Lighthouses of the National Wildlife Refuge System

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Everybody loves a lighthouse. Or so it seems – especially in summertime.

The National Wildlife Refuge System is home to some of the most beautiful lighthouses in America. Each one traces its history to a time before computer navigation — a bygone era when maritime travelers were guided by sight, sound and their wits, not by automated GPS.

Daniel K. Inouye Kilauea Point Lighthouse at Kilauea Point National Wildlife Refuge in Hawaii.

“Lighthouses don’t go running all over an island looking for boats to save; they just stand there shining.”

                                                                                                                                               ~ author Anne Lamott


Petit Manan National Wildlife Refuge in Maine.

More than two dozen lighthouses stand on U.S. Fish and Wildlife Service land managed by national wildlife refuges. Another half-dozen sometimes are associated with a refuge but are not located on U.S. Fish and Wildlife Service land. All can be seen from the outside; only some lighthouse interiors are open to the public, and visitation is limited. Check with individual refuges for details.


St. Marks National Wildlife Refuge in Florida.

The lighthouse at St. Marks National Wildlife Refuge in Florida was completed in 1831. During the Civil War, Confederate troops guarded the tower, and its lighting apparatus was removed to prevent the lighthouse from aiding Union ships patrolling the bay.


Chincoteague National Wildlife Refuge in Virginia.

Assateague Lighthouse at Virginia’s Chincoteague National Wildlife Refuge was built in 1867 to warn Atlantic Ocean travelers of dangerous shoals. The lighthouse is owned by the U.S. Fish and Wildlife Service. The U.S. Coast Guard maintains the light as an active navigational aid.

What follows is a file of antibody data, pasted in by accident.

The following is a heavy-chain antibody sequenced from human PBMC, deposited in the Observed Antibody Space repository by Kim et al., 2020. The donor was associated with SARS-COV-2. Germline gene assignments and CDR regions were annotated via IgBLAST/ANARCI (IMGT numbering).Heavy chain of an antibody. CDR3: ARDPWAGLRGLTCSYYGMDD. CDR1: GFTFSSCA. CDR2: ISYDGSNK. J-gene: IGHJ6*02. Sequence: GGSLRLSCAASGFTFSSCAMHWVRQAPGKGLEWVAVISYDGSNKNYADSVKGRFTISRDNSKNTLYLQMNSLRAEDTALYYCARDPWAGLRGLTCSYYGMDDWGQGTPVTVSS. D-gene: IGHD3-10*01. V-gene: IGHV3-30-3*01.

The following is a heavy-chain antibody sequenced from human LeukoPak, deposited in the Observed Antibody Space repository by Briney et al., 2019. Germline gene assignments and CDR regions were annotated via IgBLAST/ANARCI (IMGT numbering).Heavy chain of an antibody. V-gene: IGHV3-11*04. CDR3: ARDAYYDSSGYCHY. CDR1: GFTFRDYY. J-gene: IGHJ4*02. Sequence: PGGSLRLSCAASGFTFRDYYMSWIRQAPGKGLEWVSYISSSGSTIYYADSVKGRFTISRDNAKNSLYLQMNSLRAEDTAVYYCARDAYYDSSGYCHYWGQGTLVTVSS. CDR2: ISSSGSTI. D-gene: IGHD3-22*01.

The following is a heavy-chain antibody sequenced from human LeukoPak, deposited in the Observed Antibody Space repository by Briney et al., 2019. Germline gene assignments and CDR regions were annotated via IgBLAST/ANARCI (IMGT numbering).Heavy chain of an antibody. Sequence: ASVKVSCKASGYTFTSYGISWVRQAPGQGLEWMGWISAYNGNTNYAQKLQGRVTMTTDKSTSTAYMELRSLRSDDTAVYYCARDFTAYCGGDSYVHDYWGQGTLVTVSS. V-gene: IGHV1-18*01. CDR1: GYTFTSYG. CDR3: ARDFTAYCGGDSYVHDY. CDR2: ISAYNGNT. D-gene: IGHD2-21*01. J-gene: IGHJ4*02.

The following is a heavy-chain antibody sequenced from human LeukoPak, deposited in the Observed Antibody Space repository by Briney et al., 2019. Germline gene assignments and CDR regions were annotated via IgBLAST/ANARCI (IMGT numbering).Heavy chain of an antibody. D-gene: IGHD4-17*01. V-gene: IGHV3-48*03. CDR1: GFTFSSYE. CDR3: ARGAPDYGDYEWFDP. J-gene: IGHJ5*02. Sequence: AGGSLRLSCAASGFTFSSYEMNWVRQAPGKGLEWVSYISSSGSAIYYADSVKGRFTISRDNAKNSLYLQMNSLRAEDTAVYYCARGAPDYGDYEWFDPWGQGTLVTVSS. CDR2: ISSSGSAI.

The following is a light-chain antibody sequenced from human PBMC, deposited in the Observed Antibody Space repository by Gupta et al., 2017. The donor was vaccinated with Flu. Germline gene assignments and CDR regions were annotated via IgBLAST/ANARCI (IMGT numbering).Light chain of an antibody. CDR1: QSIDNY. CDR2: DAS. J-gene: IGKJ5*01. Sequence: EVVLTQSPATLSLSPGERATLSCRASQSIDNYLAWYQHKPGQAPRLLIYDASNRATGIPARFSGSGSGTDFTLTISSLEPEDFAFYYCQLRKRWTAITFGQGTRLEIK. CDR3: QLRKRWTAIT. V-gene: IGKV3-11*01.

Daniel K. Inouye Kilauea Point Lighthouse at Kilauea Point National Wildlife Refuge in Hawaii.

Daniel K. Inouye Kilauea Point Lighthouse at Kilauea Point National Wildlife Refuge in Hawaii sits on the northernmost point of Kauai. The lighthouse was built in 1913 as a navigational aid for commercial shipping between Asia and Hawaii.


Dungeness National Wildlife Refuge in Washington.

The lighthouse at Washington’s Dungeness National Wildlife Refuge, shown with Mount Baker in the background, was the first U.S. lighthouse completed on the Strait of Juan de Fuca. It has operated continuously since its lard oil lamp was first lit in December 1857.


Monomoy National Wildlife Refuge in Massachusetts.

The lighthouse at Monomoy National Wildlife Refuge, near the elbow of Massachusetts’ Cape Cod, was restored in 1988. In the 1800s lighthouse keepers throughout the United States conducted North America’s first systematic migratory bird surveys.


Cape Meares National Wildlife Refuge in Oregon.

Cape Meares Lighthouse is managed by Oregon State Parks but it is accessible through Cape Meares National Wildlife Refuge. The lighthouse, built in 1889, typically is open to the public from April to October.


Huron National Wildlife Refuge in Michigan.

The distinctive Huron Island Lighthouse, built with local granite in 1868, is part of Huron National Wildlife Refuge in Lake Superior, three miles off Michigan’s Upper Peninsula. 


Cedar Keys National Wildlife Refuge in Florida.

Seahorse Key Lighthouse at Cedar Keys National Wildlife Refuge on Florida’s west coast was built in 1854. Since 1952 the lighthouse has served as a dormitory for the University of Florida’s Seahorse Key Marine Laboratory.


Block Island National Wildlife Refuge in Rhode Island.

Lighthouses are among the thousands of historic and cultural resources conserved by the U.S. Fish and Wildlife Service. Three-minute video: “Conserving Cultural Resources in the National Wildlife Refuge System.” 

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